We cooperate and we fight as hard as we can, because there will perhaps be disappointment but there will be no shame.
—  A specialist in the 655th TC, writing to Jon Stewart • In a letter Stewart mentioned on Monday’s episode of “The Daily Show.” Stewart used the episode to pay tribute to the soldiers fighting overseas after he paid a visit to Khandahar this past weekend. After displaying several t-shirts that he had promised to wear, he read some of his observations and thank yous. Stewart then read this quote from a letter from a young specialist, from one of the nicest letters he’s ever received. source (viafollow)
British Troops withdraw from Afghanistan

Monday the 27th October 2014.  At last the day the last British troops have left Afghanistan.

I have repeatedly voiced my opposition to our involvement in the conflicts in the region.  In my view our involvement has been counterproductive.  We have seen young men across the Middle East and even at home become more radicalised.  Arguably the region is less stable than when we began and it is…

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Khandahar Treasure - Senior Symposium

Rhangina Hamidi, an Afghanistan native who moved to the United States in 1988 uses Khandahar Treasure as a means of staying connected to her roots and providing job opportunities to women in Khandahar, one of the poorest cities in the country.


  • Taliban predecessors forbid girls from entering school and threatened to deface family with acid if they were non compliant
  • Fled to United States as part of the UNHCR program as refugees
  • Father traveled to Pakistan every year and returned with gifts of embroidery, which connected Rhangina to her roots on a material level
  • Rhangina traveled to Afghanistan in 2001 after US troops invaded
  • Donated $10,000 worth of necessities but felt that it was wasted because the supplies easily ran out
  • Moved into Development in 2003 with Afghans of Civil Society to work on social and women’s programs


  • After receiving social and women’s programs as her job, she decided to use the beauty of embroidery as a way to earn money for the women
  • Employs over 400 women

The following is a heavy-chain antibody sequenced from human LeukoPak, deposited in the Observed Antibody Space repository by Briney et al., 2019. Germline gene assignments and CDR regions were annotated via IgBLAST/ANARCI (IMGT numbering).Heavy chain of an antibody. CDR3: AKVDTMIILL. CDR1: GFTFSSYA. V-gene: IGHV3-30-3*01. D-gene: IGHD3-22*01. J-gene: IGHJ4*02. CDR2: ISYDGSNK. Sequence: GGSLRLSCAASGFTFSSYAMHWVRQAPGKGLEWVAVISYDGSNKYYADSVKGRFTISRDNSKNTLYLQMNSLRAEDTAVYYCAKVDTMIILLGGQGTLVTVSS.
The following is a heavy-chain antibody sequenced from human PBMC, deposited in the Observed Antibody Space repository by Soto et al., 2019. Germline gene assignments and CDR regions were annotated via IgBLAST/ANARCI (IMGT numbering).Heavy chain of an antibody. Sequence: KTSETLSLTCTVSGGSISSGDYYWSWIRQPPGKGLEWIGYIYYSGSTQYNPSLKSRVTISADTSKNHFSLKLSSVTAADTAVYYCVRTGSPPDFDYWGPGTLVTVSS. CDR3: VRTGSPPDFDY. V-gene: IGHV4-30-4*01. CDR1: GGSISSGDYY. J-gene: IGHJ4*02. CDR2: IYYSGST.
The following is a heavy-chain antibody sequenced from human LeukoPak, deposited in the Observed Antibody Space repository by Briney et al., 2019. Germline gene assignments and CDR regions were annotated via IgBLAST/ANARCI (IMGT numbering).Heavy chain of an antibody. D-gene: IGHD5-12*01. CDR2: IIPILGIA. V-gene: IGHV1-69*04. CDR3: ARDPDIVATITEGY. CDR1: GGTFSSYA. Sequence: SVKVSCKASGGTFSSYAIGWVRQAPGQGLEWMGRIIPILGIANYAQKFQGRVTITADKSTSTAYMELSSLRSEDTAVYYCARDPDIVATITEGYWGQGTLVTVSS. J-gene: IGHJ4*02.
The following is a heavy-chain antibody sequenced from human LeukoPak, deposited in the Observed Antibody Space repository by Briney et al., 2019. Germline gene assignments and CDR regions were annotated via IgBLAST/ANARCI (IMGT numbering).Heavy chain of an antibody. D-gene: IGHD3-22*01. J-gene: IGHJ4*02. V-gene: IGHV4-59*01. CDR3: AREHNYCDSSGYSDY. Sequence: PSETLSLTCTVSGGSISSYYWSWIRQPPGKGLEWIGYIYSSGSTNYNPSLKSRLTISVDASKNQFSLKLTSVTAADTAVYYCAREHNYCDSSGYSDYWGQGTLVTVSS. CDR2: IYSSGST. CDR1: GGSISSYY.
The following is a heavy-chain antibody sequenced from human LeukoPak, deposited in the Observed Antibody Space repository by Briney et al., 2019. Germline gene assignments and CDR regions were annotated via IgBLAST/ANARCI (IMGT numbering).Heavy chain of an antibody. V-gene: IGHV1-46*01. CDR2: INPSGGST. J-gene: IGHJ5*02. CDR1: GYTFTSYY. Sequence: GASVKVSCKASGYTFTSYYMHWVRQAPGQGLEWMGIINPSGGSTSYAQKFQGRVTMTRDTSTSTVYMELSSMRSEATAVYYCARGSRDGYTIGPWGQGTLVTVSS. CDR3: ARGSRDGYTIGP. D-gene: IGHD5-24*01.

• Doing business in the region is difficult because of lack of bureaucracy, politics, and lack of vision for the city
  • Believes that a woman earning gives her power and opportunity to become an asset rather than a burden to the family
  • Changing gender bias and generational mindset that women can not be self-sufficient
  • Women are not victims- hopes that this new opportunity changes women’s and children’s lives and society
  • Believes women can rebuild the country with a new face and future


  • Home based initiative- all women work from their own homes, and there is a central location in Khandahar for finishing products
  • 22 full time females, 7 full time males (guards, drivers, marketing)
  • Almost all workers are illiterate
  • All measuring and finishing is done at the factory to ensure quality is the same across all products
  • Women are paid on the spot
  • 100% of sales go back into the project
  • Finding employees through word of mouth- only employing Khandahar women, and often families (mothers and daughters)
  • 20% of sales come from the USA

Rhangina was incredibly eloquent and well learned on the status of women in Afghanistan and her hopes for the business. Her vision and mission are long-term, and she hopes that with a growing business she will be able to truly inspire change for women in Afghanistan and gather support for their cause. “While we are affected by war, it is art that serves as a primary tool of that society’s expression”.